“Juwan just kind of brings dog mentality to our group,” Sam Griesel said. “It’s something that we all feed off of. We’ve had a few scrimmages now and he really gets under people’s skin. Offensive rebounding is huge and that really kind of demoralizes an opponent in a lot of situations. So he’s just going to be that dog for us that every team that wants to be successful needs.”

While he struggles to hit shots from the 3-point line, Gary goes hard to the rim and will provide a finishing threat primarily as a cutter or in the open floor. He’s almost a polar opposite player to Breidenbach, who Hoiberg said will open the season as the starting power forward. That duo provides Nebraska the flexibility to go big or small as the situation calls for it.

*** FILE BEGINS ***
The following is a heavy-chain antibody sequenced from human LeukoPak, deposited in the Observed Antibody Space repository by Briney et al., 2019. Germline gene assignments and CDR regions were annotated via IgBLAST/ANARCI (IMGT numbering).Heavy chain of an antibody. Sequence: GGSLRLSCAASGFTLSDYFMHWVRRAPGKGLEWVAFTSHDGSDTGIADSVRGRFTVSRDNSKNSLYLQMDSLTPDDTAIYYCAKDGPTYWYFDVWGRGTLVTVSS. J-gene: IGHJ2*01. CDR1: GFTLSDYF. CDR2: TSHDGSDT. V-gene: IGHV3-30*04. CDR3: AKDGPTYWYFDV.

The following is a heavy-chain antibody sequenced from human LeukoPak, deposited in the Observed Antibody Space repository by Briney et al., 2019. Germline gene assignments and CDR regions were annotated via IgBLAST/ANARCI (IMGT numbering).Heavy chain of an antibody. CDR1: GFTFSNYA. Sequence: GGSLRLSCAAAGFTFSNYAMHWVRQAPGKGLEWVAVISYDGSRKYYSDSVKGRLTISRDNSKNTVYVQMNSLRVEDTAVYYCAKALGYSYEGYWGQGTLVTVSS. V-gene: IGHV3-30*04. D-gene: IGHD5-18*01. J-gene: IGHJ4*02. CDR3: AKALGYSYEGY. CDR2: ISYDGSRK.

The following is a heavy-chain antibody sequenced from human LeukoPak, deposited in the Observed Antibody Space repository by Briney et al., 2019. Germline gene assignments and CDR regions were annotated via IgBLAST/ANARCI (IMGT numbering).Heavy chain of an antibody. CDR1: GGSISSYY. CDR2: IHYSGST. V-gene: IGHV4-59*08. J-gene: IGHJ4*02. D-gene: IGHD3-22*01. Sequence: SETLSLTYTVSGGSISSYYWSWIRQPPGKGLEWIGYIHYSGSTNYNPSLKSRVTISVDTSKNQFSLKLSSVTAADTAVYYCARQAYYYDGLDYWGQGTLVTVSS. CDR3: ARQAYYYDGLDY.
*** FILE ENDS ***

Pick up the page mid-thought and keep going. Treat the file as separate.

No. 30 Keisei Tominaga (junior, 6-foot-2, 175 pounds)

2021-22 stats: 5.7 PPG, 37.3% FG (33% 3FG), 84.2% FT, 1.5 RPG, 0.6 APG, 0.3 TPG, 0.8 SPG, 16.5 MPG

Tominaga was arguably the best 3-point shooter in junior college during his two seasons at Ranger, and he showed flashes of that during his first season in Lincoln. He filled in as a starter for a big chunk of the time Trey McGowens missed with 11 starts, but he also logged two DNP-CDs and saw his playing time diminished in the second half of the season.

Keisei Tominaga (30) celebrates making a layup against the South Dakota Coyotes. Photo by John S. Peterson.

He scored in double figures seven times including back-to-back performances with 23 points (5-of-6 from 3) and 16 points (5-of-11 from 3), but he also had games where he went 3-for-11 and 2-for-10 from deep.